THE ABOVE INFORMATION IS PRELIMINARY AND IS SUBJECT TO A FINAL REVIEW BEFORE BEING CERTIFIED BY THE NATIONAL CLIMATIC DATA CENTER.

$$

STACHELSKI

Hurricane Emilia in the East Pacific Ocean

July 10th, 2012 |
GOES-15 0.63 µm visible channel images (click image to play animation)

GOES-15 0.63 µm visible channel images (click image to play animation)

McIDAS images of 1-km resolution GOES-15 0.63 µm visible channel data (above; click image to play animation) showed that Hurricane Emilia was beginning to exhibit as well-defined eye as it rapidly intensified over the East Pacific Ocean on 09 July 2012.

During the subsequent night-time hours, an eye signature was still evident on 4-km resolution GOES-15 1-.7 µm IR channel images (below; click image to play animation). Cloud top IR brightness temperatures were as cold as -82 C (violet color enhancement) at 06:00 UTC.

GOES-15 10.7 µm IR channel images (click image to play animation)

GOES-15 10.7 µm IR channel images (click image to play animation)

Emilia was in an environment of low deep-layer (850-200 hPa) wind shear (below), which was one factor that favored intensification.

GOES-15 10.7 µm IR images + Deep layer wind shear

GOES-15 10.7 µm IR images + Deep layer wind shear

 

Mesoscale Convective System exhibiting cloud-top gravity waves and transverse banding

July 6th, 2012 |
Suomi NPP VIIRS 11.45 µm IR  + 0.7 µm Day/Night Band images

Suomi NPP VIIRS 11.45 µm IR + 0.7 µm Day/Night Band images

A comparison of AWIPS images of 375-meter resolution (projected onto a 1-km AWIPS grid) Suomi NPP VIIRS 11.45 µm IR channel data with the corresponding 0.7 µm VIIRS Day/Night Band (above) showed a large Mesocale Convective System (MCS) with an expansive cold cloud shield (exihibiting IR brightness temperatures as cold as -84 C) over parts of North Dakota and South Dakota at 08:43 UTC (3:43 AM local time) on 06 July 2012. A number of well-defined cloud-top gravity waves could also be seen propagating northward and northeastward outward away from the core of the storm. There was a damaging wind report at 09:03 UTC in south-central North Dakota:  SW WIND GUST OF 68 MPH AT 403 AM CDT...AND N WIND GUST OF 68 MPH AT 408 AM CDT. Illumination from a full moon made convective overshooting tops and some of these cloud-top gravity waves easy to see on the Day/Night Band image.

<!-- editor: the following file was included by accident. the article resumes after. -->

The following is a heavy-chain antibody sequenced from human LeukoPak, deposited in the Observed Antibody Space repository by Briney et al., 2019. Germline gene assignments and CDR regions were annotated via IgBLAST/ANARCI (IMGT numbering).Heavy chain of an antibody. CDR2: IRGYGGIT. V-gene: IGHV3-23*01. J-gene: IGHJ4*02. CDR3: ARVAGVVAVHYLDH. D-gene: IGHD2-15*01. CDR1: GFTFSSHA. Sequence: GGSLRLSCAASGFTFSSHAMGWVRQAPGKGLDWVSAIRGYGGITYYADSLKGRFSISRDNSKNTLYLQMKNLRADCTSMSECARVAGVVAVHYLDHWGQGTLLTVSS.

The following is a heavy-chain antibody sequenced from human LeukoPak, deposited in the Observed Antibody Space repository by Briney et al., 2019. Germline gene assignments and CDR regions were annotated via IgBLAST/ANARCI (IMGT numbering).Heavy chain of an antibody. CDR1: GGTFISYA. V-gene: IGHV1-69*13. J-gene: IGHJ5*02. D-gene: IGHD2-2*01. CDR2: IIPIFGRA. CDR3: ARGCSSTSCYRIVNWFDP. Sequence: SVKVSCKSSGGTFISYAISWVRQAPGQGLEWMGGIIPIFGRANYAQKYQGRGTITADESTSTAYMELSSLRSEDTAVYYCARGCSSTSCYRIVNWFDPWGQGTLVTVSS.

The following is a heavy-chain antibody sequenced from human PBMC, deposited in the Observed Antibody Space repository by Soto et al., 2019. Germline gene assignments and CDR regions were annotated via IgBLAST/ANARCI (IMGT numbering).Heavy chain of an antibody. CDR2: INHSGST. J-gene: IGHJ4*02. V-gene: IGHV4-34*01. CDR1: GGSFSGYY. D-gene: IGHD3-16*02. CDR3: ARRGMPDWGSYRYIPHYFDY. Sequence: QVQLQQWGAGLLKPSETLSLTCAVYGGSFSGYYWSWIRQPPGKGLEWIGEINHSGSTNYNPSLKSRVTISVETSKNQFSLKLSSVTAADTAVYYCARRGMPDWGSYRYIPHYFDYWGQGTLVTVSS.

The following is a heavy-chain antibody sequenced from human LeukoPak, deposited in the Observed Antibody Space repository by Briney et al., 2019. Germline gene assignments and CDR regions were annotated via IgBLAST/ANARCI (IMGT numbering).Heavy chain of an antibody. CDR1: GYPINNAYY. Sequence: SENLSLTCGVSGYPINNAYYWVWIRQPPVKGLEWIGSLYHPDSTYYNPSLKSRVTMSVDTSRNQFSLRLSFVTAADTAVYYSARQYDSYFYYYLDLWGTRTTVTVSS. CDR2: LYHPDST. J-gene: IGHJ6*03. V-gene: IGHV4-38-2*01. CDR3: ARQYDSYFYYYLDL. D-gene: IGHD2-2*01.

About 2 hours later, these cloud-top gravity waves wee more difficult to identify on a 1-km resolution POES AVHRR 10.8 µm IR image (below) at 10.32 UTC (5:32 AM local time), although a few could still be seen in eastern North Dakota, western Minnesota and southern Manitoba. There was a wind gust to 51 knots (59 mph) reported at 10:40 UTC in southeastern North Dakota.

POES AVHRR 10.8 µm IR channel image + METAR surface reports and severe wind reports

POES AVHRR 10.8 µm IR channel image + METAR surface reports and severe wind reports

As the MCS began to dissipate around sunrise, a vivid display of transverse banding cirrus filaments could be seen on 1-km resolution GOES-13 0.63 µm visible channel images (below; click image to play animation) forming along the southern periphery of the storm over eastern South Dakota, southern Minnesota, and far northern Iowa. This transverse banding is a satellite signature of potential high-altitude turbulence — and there was one pilot report of moderate turbulence at 38,00 feet in eastern South Dakota.

GOES-13 0.63 µm visible channel images (click image to play animation)

GOES-13 0.63 µm visible channel images (click image to play animation)